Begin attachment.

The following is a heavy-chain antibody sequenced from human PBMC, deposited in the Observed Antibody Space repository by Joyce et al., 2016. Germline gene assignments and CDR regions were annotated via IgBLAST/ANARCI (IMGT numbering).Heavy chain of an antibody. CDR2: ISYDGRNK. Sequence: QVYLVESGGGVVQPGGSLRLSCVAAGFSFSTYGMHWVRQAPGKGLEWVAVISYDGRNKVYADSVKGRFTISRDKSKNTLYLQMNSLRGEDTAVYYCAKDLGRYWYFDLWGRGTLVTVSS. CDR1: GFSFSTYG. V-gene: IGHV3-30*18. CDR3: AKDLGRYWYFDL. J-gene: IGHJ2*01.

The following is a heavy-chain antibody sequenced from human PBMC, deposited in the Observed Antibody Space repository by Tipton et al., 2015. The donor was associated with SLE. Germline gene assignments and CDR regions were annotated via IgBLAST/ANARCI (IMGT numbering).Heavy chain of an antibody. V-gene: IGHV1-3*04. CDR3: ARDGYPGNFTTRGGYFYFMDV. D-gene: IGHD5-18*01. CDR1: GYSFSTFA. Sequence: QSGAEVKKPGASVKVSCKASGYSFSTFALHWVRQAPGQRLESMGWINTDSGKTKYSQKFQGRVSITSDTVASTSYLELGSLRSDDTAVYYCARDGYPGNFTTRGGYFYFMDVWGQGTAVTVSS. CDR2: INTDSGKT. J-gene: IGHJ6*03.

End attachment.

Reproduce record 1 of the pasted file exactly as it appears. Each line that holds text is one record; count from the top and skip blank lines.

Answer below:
The following is a heavy-chain antibody sequenced from human PBMC, deposited in the Observed Antibody Space repository by Joyce et al., 2016. Germline gene assignments and CDR regions were annotated via IgBLAST/ANARCI (IMGT numbering).Heavy chain of an antibody. CDR2: ISYDGRNK. Sequence: QVYLVESGGGVVQPGGSLRLSCVAAGFSFSTYGMHWVRQAPGKGLEWVAVISYDGRNKVYADSVKGRFTISRDKSKNTLYLQMNSLRGEDTAVYYCAKDLGRYWYFDLWGRGTLVTVSS. CDR1: GFSFSTYG. V-gene: IGHV3-30*18. CDR3: AKDLGRYWYFDL. J-gene: IGHJ2*01.